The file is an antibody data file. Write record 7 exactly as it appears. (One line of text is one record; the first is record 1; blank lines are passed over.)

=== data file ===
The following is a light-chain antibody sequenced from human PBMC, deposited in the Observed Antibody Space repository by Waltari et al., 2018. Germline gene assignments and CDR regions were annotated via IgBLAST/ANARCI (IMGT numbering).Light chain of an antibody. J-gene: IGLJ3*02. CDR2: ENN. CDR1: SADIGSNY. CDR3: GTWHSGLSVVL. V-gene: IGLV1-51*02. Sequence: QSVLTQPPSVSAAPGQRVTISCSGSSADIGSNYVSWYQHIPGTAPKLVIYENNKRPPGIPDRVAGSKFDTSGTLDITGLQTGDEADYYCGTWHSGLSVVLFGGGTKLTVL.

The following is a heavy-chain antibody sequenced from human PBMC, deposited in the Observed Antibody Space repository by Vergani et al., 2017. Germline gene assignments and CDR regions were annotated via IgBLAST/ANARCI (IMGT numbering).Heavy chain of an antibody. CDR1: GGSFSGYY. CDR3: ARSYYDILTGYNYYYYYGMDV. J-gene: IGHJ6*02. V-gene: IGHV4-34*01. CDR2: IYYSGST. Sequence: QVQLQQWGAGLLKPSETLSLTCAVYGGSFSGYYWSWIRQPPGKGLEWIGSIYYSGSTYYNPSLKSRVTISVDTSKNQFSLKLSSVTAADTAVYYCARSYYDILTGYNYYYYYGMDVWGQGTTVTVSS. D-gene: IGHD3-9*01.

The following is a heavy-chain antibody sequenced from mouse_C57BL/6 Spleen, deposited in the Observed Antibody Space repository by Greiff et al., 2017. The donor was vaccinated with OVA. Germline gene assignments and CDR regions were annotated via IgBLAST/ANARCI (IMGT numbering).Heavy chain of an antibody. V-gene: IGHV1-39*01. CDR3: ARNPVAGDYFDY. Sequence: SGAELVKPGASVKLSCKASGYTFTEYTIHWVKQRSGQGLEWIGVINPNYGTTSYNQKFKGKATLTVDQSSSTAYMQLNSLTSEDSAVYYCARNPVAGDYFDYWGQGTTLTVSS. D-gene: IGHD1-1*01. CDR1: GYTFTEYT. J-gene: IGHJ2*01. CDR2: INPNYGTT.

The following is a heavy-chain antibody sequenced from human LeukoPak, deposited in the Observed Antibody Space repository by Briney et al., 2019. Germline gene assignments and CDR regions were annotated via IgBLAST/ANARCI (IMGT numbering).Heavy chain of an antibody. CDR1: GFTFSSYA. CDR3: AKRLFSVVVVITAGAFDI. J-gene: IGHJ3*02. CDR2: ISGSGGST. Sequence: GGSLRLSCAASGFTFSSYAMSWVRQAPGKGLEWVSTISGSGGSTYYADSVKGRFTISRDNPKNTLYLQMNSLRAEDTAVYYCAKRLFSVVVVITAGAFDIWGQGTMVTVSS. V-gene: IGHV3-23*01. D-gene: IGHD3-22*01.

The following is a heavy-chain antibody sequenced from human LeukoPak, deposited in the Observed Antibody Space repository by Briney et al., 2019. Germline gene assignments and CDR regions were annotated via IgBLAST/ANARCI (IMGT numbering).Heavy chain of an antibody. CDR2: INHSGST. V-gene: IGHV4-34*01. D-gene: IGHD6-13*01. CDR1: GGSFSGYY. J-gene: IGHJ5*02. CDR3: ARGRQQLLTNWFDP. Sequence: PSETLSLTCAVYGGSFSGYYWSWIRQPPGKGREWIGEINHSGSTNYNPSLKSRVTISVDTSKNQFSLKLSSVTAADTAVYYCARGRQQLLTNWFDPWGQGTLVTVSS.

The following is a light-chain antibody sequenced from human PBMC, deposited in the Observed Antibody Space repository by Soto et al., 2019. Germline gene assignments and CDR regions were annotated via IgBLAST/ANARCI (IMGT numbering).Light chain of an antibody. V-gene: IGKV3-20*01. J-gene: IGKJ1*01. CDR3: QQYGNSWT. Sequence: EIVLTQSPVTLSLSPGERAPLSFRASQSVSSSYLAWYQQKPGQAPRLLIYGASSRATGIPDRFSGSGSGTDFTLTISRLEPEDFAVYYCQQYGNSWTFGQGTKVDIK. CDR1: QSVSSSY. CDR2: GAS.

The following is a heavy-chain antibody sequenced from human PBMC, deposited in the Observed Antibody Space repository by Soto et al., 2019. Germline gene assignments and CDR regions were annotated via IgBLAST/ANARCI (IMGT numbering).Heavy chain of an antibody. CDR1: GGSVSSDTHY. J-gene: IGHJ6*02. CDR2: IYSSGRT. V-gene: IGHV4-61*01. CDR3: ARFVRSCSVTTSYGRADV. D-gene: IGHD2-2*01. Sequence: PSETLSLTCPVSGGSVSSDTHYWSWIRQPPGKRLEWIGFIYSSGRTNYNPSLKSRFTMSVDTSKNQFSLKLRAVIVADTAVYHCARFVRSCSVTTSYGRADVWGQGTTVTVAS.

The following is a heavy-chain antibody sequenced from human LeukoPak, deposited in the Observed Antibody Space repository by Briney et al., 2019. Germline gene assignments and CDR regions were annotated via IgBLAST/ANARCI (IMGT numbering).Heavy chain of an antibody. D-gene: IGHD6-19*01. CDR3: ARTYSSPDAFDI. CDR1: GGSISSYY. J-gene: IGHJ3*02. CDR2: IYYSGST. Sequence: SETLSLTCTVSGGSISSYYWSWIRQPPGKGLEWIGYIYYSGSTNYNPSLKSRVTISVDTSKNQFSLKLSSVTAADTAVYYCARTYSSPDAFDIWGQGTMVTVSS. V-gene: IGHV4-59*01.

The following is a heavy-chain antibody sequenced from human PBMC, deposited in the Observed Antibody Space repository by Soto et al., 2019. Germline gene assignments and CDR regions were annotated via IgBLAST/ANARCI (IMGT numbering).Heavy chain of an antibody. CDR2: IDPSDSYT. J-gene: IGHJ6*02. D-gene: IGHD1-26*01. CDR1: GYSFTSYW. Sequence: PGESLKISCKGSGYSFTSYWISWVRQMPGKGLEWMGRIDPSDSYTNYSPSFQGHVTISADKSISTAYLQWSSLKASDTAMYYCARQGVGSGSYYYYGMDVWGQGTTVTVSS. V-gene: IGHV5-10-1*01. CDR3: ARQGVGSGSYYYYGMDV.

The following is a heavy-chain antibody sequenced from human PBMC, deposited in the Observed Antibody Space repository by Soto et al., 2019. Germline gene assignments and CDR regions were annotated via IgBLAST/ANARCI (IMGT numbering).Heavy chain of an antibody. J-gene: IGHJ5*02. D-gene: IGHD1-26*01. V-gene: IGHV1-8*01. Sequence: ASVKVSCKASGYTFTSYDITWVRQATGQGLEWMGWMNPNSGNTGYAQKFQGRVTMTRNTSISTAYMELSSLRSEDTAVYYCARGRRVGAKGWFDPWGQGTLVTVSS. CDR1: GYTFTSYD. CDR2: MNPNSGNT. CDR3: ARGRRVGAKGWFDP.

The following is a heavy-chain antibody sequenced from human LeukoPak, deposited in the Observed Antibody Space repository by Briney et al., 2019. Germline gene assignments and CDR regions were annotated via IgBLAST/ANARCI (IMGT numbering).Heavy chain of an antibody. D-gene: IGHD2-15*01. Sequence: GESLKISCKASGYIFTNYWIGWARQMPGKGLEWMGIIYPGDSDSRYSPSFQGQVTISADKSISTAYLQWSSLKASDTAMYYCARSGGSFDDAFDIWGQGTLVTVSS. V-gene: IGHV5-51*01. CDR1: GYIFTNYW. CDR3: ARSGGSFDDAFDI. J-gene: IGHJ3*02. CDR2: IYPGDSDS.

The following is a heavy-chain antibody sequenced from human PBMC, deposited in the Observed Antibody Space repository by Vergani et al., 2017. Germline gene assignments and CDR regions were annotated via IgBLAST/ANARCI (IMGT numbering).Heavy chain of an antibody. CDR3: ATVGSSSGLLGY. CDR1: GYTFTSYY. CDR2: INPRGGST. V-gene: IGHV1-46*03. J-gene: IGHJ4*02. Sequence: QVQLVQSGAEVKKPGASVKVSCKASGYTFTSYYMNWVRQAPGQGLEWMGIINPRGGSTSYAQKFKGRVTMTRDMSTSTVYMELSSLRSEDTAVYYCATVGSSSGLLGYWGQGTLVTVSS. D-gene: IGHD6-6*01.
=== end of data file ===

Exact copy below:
The following is a heavy-chain antibody sequenced from human PBMC, deposited in the Observed Antibody Space repository by Soto et al., 2019. Germline gene assignments and CDR regions were annotated via IgBLAST/ANARCI (IMGT numbering).Heavy chain of an antibody. CDR1: GGSVSSDTHY. J-gene: IGHJ6*02. CDR2: IYSSGRT. V-gene: IGHV4-61*01. CDR3: ARFVRSCSVTTSYGRADV. D-gene: IGHD2-2*01. Sequence: PSETLSLTCPVSGGSVSSDTHYWSWIRQPPGKRLEWIGFIYSSGRTNYNPSLKSRFTMSVDTSKNQFSLKLRAVIVADTAVYHCARFVRSCSVTTSYGRADVWGQGTTVTVAS.